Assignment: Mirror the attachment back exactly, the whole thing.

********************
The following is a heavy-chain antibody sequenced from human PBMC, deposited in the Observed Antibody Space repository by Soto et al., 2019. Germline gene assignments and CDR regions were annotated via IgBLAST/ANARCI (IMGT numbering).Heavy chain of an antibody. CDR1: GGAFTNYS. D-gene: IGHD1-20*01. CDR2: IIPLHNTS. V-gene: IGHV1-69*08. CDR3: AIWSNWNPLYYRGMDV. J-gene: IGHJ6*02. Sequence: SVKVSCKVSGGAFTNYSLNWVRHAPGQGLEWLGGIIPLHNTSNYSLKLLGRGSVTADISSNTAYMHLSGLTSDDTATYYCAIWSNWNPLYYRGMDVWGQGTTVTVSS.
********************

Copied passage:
The following is a heavy-chain antibody sequenced from human PBMC, deposited in the Observed Antibody Space repository by Soto et al., 2019. Germline gene assignments and CDR regions were annotated via IgBLAST/ANARCI (IMGT numbering).Heavy chain of an antibody. CDR1: GGAFTNYS. D-gene: IGHD1-20*01. CDR2: IIPLHNTS. V-gene: IGHV1-69*08. CDR3: AIWSNWNPLYYRGMDV. J-gene: IGHJ6*02. Sequence: SVKVSCKVSGGAFTNYSLNWVRHAPGQGLEWLGGIIPLHNTSNYSLKLLGRGSVTADISSNTAYMHLSGLTSDDTATYYCAIWSNWNPLYYRGMDVWGQGTTVTVSS.